Miranda:  This is my second full production.  I was cast to play Lady Macbeth with the North Carolina Shakespeare Festival, but right before rehearsals started, the company closed due to financial hardship.  That was unfortunate for a number of reasons!

WHT:  What is your favorite thing about working on Shakespeare’s plays?
Miranda:  All of the nerdy text work!  It’s something of a mathematical word problem inflated with incredible imagery to me! It’s very satisfying to my very evenly split right and left brain mind!

WHT:  What’s been your favorite part of this rehearsal process?  Is there something that you’ve rediscovered in the work or something newly learned that comes to mind?
Miranda:  To answer the questions, I know it’s a controversial point amongst actors, but I am reminded how much I, personally, enjoy coming into a rehearsal process largely off-book.  I find it so freeing to have the ability from day one to begin exploring and connecting to my scene partners and to not be bound by a script in my hand.  Many of the members of our cast have come prepared in this way (special kudos to Jason D. Johnson on this point!) and I really believe it is why we have been able to see the play taking shape from so early on.

WHT:  This show focuses more on the action and less on the historical elements of Richard III.  What was that like to experience a rather well known text in a bit of a different light?
Miranda:  It’s been fun to import this play to a different space and time.  The historical research is important, of course.  One needs to understand the events that comprise “the winter of our discontent” before we can discover our “glorious summer.”  (Was that cheesy?  I think, yes.)  Seriously, I needed to really sort out the war of the roses, and the “who did what to who” so that I could understand what sets our stakes so high.  But history buffs will certainly see the embellishments that Shakespeare has given us and that we as actors have breathed into these characters.  Catesby, for example, is historically and textually Sir William Catesby.  I was cast to play Catesby as a woman, and the issue of gender is, of course, hugely influential.  Also, because the list of characters in the play has been truncated, Catesby has been injected into additional scenes and has been given business that traditionally would be handled by another character.  I’m really enjoying the layers that all of this new information is creating for her – she’s slick!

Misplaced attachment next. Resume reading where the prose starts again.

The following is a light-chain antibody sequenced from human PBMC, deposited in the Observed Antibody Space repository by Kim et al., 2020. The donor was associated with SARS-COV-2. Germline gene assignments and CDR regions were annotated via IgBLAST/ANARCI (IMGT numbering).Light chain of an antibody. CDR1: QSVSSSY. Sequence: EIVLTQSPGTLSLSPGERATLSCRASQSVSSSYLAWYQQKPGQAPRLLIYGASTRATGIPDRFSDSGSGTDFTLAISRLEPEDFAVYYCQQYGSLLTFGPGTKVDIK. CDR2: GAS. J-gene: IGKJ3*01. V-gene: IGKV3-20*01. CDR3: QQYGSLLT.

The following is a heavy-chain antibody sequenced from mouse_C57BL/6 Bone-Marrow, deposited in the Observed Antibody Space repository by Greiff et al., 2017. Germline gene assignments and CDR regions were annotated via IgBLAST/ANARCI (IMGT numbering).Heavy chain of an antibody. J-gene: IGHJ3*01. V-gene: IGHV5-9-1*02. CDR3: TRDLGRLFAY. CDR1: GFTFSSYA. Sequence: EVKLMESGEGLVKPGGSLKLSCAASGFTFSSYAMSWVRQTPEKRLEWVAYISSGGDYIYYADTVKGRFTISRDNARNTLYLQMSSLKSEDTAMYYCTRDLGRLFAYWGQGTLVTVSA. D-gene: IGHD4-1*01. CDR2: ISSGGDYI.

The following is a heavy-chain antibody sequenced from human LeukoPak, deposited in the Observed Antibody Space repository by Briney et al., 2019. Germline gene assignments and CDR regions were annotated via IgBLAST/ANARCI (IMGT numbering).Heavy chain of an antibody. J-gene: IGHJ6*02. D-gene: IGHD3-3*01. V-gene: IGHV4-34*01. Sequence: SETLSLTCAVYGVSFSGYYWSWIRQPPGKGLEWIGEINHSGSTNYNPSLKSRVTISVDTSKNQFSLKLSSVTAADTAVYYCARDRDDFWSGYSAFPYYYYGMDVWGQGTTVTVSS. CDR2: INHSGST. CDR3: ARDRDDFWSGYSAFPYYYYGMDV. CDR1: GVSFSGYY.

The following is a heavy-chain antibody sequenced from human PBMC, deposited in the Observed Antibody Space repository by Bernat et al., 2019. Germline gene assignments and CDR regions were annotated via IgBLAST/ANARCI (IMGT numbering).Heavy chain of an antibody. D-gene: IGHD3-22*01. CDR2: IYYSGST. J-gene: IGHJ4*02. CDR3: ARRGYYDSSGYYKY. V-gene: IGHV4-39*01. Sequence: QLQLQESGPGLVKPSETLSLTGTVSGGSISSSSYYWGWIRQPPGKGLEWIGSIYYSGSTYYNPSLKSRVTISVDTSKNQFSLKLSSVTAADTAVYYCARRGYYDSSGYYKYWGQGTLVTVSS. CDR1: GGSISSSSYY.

WHT:  Did a previous screening or performance of Richard III influence you in any direction?
Miranda:  I’ve never seen the play live, but I’ve watched many of the notable film versions, and mostly I’ve looked for any variations in the dynamic/ relationship between Catesby and Richard.  Again, all of this information had to be filtered and seen through the feminine lens, but observing another actor’s take is always revealing and informative.

WHT: Any words of advice for audience members coming to Richard III?
Miranda:  Sit back and enjoy the ride!

WHT:  Once Richard has been interred, what’s your next gig?
Miranda:  I’ll be back here to play Gabriella in Boeing Boeing in June (for which I’ll receive my membership to Actors’ Equity Association – hallelujah!!!) and then I’m off to Clinton, Iowa in July to play Truvy in Steel Magnolias and Diana in Next to Normal with the Clinton Area Showboat Theatre.

Catch Miranda Barnett as Catesby in Richard III playing through May 2nd!